My interest in silk carpets was aroused when I first heard that a friend of mine had earned Rs 70,000/- as a commission when his clients bought some silk carpets. It was then that I realized that the beautifully designed carpets hanging in the showrooms displaying Kashmiri handicrafts were actually made of silk.
Silk originally came from China, but was later also produced in Persia (present day Iran) and Turkey. The silkworm spins its cocoon with primarily a single thread and the first part of this long single thread gives the finest silk. A single strand can be unbelievably long and could measure five thousand feet in length. The rest are broken up and yield an inferior quality silk, but are also used for making cheaper rugs.
Silk rugs are woven with a silk warp thread but the waft thread could be either silk or fine cotton. However the pile, which makes up the body of the rug should be entirely of silk. However, one should remember that silk rugs are not as tough as woolen ones and should be treated more gently.
One of the old hands selling silk carpets in Kathmandu is Khurshid Ahmed Bazaz who has been in the business for decades. “They are mostly floor carpets but are also wall hung as decorations. They originated in Persia and came to Kashmir some 700 years ago. It was the saint Shah Hamadan who brought Persian art to Kashmir when he came there with artisans from ‘Hamadan’ in Persia, after which he was named. Likewise, carpets from that region are also referred to as of Hamadan design,” informs Khurshid.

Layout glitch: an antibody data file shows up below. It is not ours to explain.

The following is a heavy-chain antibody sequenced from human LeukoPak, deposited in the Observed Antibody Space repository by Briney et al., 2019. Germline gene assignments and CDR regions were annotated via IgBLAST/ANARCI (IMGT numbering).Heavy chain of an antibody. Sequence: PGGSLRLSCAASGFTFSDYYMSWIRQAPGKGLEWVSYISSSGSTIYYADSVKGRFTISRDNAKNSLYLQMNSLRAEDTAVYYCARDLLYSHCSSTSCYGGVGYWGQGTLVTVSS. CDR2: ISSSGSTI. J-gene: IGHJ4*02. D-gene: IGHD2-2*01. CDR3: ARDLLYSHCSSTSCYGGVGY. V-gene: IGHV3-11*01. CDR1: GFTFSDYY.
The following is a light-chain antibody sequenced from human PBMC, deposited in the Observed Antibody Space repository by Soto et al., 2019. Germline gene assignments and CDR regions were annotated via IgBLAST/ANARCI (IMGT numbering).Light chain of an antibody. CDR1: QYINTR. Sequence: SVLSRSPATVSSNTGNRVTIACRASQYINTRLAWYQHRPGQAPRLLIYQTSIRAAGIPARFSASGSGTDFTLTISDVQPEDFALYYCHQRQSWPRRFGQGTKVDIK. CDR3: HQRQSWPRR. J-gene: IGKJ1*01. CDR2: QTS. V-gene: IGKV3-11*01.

Normally ‘silk on silk’ (100% silk) carpets start from 324 knots/sq.in. and go up to 1600 knots/ sq.in. They are priced according to the number of knots per sq.in. Khurshid states, “Ages ago, they were using vegetable dyes, but now chemical dyes are extensively used because they’ve been improved over the years and are of very high quality. In Kashmir, the smaller carpets are made by a single weaver while the big ones require two people.”
Most carpets available in Kathmandu are of floral designs, but the shops also have carpets with designs of ‘hunting scenes’ and ‘figures’ such as the ‘Tree of Life’. Exquisite designs speak of skills acquired through time and the surfaces are extremely smooth. The carpet can be anywhere between 2ft X 3ft and 9ft X 12ft. “An interesting aspect of carpet making in Kashmir is the fact that the instructions that tell of how to make the designs, are in a secret script which only the weavers and designers understand. Called ‘Kalbab Talaem’, it means ‘The Art’ and was obviously devised to keep the techniques to themselves,” says Khurshid.
A good way to test a silk carpet if you want to check if it is real silk, is to burn a piece of the fiber. Silk being an animal substance smells like an animal if you burn it. But, an easier way is to just observe how a single strand burns. You can take a strand from the back of the carpet with a pin and burn it in an ashtray. If it is silk, the flame will flare up, and the material will fuse, shrivel and roll into a ball. If it is fake, like mercerized cotton (chemically treated cotton), it will flare up quickly and then burn down the strand just like paper. But to do this, one would need permission from the seller.
Silk carpets are usually bought by tourists, and judging from the flow of tourists in Thamel, one has to agree when Khurshid laments, “Business is low as you can see there are so few tourists.” Thamel is full of Kashmiri shops and most have a good stock of silk carpets, almost all of which are exclusively of Persian design.
For details: The Cottage Crafts, 4264592